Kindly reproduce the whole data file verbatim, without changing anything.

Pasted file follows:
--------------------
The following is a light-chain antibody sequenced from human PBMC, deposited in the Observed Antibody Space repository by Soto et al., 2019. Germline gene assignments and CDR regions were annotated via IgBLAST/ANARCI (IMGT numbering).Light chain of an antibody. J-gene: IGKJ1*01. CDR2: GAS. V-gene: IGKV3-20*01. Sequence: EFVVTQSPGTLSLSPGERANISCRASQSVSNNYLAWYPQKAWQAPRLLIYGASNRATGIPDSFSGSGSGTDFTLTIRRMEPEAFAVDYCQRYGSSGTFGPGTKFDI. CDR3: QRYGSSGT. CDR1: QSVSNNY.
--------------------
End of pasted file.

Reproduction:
The following is a light-chain antibody sequenced from human PBMC, deposited in the Observed Antibody Space repository by Soto et al., 2019. Germline gene assignments and CDR regions were annotated via IgBLAST/ANARCI (IMGT numbering).Light chain of an antibody. J-gene: IGKJ1*01. CDR2: GAS. V-gene: IGKV3-20*01. Sequence: EFVVTQSPGTLSLSPGERANISCRASQSVSNNYLAWYPQKAWQAPRLLIYGASNRATGIPDSFSGSGSGTDFTLTIRRMEPEAFAVDYCQRYGSSGTFGPGTKFDI. CDR3: QRYGSSGT. CDR1: QSVSNNY.